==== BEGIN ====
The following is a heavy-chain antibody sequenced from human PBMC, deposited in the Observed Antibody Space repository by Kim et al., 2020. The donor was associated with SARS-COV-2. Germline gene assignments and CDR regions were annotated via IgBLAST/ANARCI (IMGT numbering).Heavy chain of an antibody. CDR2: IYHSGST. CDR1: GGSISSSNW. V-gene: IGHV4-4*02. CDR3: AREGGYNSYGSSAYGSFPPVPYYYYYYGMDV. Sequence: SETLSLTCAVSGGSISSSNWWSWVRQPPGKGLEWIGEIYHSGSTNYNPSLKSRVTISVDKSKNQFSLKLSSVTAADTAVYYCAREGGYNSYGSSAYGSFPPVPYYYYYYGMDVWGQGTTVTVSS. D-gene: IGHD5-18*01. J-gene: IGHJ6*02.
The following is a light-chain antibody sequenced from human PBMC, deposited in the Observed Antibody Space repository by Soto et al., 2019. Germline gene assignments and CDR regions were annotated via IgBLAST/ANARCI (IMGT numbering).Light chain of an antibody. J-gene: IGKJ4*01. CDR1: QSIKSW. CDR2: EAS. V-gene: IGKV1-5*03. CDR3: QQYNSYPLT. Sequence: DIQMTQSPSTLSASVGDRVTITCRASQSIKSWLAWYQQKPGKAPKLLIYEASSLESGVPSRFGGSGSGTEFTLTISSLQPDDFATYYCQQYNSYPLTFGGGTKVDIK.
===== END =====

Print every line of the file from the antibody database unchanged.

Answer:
The following is a heavy-chain antibody sequenced from human PBMC, deposited in the Observed Antibody Space repository by Kim et al., 2020. The donor was associated with SARS-COV-2. Germline gene assignments and CDR regions were annotated via IgBLAST/ANARCI (IMGT numbering).Heavy chain of an antibody. CDR2: IYHSGST. CDR1: GGSISSSNW. V-gene: IGHV4-4*02. CDR3: AREGGYNSYGSSAYGSFPPVPYYYYYYGMDV. Sequence: SETLSLTCAVSGGSISSSNWWSWVRQPPGKGLEWIGEIYHSGSTNYNPSLKSRVTISVDKSKNQFSLKLSSVTAADTAVYYCAREGGYNSYGSSAYGSFPPVPYYYYYYGMDVWGQGTTVTVSS. D-gene: IGHD5-18*01. J-gene: IGHJ6*02.
The following is a light-chain antibody sequenced from human PBMC, deposited in the Observed Antibody Space repository by Soto et al., 2019. Germline gene assignments and CDR regions were annotated via IgBLAST/ANARCI (IMGT numbering).Light chain of an antibody. J-gene: IGKJ4*01. CDR1: QSIKSW. CDR2: EAS. V-gene: IGKV1-5*03. CDR3: QQYNSYPLT. Sequence: DIQMTQSPSTLSASVGDRVTITCRASQSIKSWLAWYQQKPGKAPKLLIYEASSLESGVPSRFGGSGSGTEFTLTISSLQPDDFATYYCQQYNSYPLTFGGGTKVDIK.